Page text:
Except now we enter the real world.  Do you check every screw on every bit of kit every day?  Nope.  You can't.  Some of them won't be visible for a start. 

 

It's important though to note the wording.  It says "should" not "must" so some careful risk assessment and an alternative control may do you proud.  I think we've put some fudgy words in the post engineering work hygiene clearance about it but if I'm honest, that is all.  Practicality has taken over in my mind on this one and I really should go back and challenge this clause at some point then get the COP writer to come to a site and actually do a check...  After all, a screw is only one thing.  There may also be metal nuts in there but (and probably more dangerous) circlips.  Are you really going to do a pre start check down to circlip level?  Give me a break.  It's not possible!


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#7 chris@crepecuisine

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Posted 21 December 2017 - 11:56 AM

If you metal detect your products then that must cover the hole


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#8 GMO

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Posted 21 December 2017 - 04:14 PM

If you metal detect your products then that must cover the hole

 

Really?  Why?  Some machines come with pre drilled holes for machine adjustment.  Do they need to be filled?  What would you fill the holes with?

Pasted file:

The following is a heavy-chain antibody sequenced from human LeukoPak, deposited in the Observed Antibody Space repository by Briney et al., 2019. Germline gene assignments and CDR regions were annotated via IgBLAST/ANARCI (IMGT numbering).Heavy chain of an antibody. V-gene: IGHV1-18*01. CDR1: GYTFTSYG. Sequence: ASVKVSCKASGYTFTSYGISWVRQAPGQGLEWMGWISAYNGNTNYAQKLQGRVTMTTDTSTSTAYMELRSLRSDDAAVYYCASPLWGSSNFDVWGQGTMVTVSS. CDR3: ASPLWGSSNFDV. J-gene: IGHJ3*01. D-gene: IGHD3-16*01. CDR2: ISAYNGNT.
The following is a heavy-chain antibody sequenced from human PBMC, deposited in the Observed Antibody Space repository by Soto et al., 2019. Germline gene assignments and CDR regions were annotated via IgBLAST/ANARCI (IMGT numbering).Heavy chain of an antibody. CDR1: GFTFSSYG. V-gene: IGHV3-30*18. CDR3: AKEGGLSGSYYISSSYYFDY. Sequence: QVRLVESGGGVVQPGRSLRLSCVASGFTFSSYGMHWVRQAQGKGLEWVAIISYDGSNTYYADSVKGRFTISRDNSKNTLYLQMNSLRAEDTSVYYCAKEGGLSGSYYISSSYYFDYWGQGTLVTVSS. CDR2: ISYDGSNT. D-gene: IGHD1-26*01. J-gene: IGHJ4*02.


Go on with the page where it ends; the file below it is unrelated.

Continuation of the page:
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#9 nkwekam

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Posted 21 December 2017 - 05:27 PM

what if you do fine the missing screw?


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#10 chris@crepecuisine

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Posted 22 December 2017 - 07:47 AM

Fill the hole in the process with a metal detector


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#11 Charles.C

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Posted 22 December 2017 - 01:06 PM

Hi tobert,

 

So what is the Food Standard relating to yr OP ?


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Kind Regards,

 

Charles.C


#12 GMO

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Posted 27 December 2017 - 10:25 AM

Fill the hole in the process with a metal detector

 

Oh I see what you mean.  No some retailers demand that "missing items" are also accounted for as well as having a metal detector.


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#13 GMO

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Posted 27 December 2017 - 10:26 AM

Hi tobert,

 

So what is the Food Standard relating to yr OP ?

 

It's Sainsbury's Code of Practice.


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#14 Charles.C

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Posted 27 December 2017 - 12:12 PM

It's Sainsbury's Code of Practice.

 

Thanks GMO. I was beginning to think it was fictional.

 

I wonder if they also demand marking of (original) holes. Not so rare IMEX where a large part was mass produced and then retained through subsequent revisions.

 

Bit like the electricians'  trick of simply cutting/tapeing the ends of old wiring and then leaving it all for posterity. :smile:


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Kind Regards,

 

Charles.C


#15 GMO

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Posted 28 December 2017 - 12:54 PM

 

I wonder if they also demand marking of (original) holes. Not so rare IMEX where a large part was mass produced and then retained through subsequent revisions.

 

 

Strictly speaking, yes they would.  This isn't uncommon as often the same part will be used for different applications but also some holes are pre drilled for adjustment purposes.  It's a sensible clause on paper but in reality completely unworkable.  Marks and Spencer's have an almost identical clause.